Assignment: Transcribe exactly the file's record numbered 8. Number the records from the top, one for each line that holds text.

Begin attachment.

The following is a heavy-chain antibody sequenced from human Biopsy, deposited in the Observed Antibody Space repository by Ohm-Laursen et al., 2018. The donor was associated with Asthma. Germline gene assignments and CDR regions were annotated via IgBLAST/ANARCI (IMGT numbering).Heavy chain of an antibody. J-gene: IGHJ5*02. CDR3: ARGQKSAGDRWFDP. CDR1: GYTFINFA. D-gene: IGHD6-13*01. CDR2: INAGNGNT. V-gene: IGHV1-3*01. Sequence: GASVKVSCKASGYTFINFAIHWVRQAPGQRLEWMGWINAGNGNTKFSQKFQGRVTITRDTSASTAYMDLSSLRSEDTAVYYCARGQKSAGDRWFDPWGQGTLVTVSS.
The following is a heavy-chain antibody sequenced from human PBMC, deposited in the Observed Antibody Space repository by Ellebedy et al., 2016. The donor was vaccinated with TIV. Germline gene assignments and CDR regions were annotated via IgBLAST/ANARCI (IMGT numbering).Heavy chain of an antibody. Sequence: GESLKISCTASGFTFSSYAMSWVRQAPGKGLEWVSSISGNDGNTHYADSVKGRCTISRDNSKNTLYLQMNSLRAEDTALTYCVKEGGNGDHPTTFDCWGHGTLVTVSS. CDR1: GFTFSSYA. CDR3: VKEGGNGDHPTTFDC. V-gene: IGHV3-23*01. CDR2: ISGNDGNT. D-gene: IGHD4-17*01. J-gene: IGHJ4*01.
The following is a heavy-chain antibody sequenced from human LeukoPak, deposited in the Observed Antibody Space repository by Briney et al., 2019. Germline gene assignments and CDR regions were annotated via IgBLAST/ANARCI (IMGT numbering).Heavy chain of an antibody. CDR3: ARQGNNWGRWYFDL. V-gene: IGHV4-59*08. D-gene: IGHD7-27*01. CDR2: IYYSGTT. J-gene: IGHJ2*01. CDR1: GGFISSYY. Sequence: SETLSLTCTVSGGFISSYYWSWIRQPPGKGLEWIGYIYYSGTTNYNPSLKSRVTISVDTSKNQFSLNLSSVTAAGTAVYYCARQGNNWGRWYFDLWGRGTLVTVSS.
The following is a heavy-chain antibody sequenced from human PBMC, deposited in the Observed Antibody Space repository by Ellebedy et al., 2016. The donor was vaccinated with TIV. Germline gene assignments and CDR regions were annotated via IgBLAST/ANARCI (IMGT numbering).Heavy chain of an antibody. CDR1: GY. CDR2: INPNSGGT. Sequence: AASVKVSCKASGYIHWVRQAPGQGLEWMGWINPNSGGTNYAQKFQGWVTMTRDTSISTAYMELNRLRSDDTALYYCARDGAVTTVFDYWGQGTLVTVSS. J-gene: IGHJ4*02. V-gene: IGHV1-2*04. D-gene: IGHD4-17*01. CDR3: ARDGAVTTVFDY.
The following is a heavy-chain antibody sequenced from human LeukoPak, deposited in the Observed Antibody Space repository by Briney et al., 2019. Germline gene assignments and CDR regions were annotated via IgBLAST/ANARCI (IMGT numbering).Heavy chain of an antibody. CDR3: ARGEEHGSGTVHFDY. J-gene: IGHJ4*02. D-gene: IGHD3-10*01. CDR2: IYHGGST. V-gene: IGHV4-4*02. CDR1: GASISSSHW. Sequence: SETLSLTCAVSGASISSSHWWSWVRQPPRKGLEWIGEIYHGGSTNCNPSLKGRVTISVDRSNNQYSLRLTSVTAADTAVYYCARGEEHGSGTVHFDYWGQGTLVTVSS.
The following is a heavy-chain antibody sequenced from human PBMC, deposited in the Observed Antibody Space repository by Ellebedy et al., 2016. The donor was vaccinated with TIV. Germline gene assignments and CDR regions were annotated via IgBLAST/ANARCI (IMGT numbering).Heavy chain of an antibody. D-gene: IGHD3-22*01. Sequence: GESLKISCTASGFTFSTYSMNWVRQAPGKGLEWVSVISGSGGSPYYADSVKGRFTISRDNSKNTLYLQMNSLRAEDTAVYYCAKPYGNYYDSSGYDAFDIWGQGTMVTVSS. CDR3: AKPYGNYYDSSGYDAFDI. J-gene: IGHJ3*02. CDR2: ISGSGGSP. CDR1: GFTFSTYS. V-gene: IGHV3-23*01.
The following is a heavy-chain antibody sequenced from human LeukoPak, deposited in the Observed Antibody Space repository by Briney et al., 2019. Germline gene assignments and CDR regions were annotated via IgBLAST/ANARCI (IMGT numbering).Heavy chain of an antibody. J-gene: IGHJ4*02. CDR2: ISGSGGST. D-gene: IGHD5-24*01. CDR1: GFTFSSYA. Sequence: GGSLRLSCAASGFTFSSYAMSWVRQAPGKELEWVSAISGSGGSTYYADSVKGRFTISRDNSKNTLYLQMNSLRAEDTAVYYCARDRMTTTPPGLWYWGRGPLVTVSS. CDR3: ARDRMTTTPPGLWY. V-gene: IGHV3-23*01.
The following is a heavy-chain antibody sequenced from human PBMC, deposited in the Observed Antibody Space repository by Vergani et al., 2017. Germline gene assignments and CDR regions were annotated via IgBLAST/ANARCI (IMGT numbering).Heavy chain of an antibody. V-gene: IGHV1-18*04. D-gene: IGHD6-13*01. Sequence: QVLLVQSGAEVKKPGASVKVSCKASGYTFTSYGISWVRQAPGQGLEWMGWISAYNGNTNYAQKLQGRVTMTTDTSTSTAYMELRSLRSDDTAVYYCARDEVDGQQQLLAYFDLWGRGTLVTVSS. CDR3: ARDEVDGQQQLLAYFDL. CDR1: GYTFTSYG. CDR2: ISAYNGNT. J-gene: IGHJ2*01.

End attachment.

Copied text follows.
The following is a heavy-chain antibody sequenced from human PBMC, deposited in the Observed Antibody Space repository by Vergani et al., 2017. Germline gene assignments and CDR regions were annotated via IgBLAST/ANARCI (IMGT numbering).Heavy chain of an antibody. V-gene: IGHV1-18*04. D-gene: IGHD6-13*01. Sequence: QVLLVQSGAEVKKPGASVKVSCKASGYTFTSYGISWVRQAPGQGLEWMGWISAYNGNTNYAQKLQGRVTMTTDTSTSTAYMELRSLRSDDTAVYYCARDEVDGQQQLLAYFDLWGRGTLVTVSS. CDR3: ARDEVDGQQQLLAYFDL. CDR1: GYTFTSYG. CDR2: ISAYNGNT. J-gene: IGHJ2*01.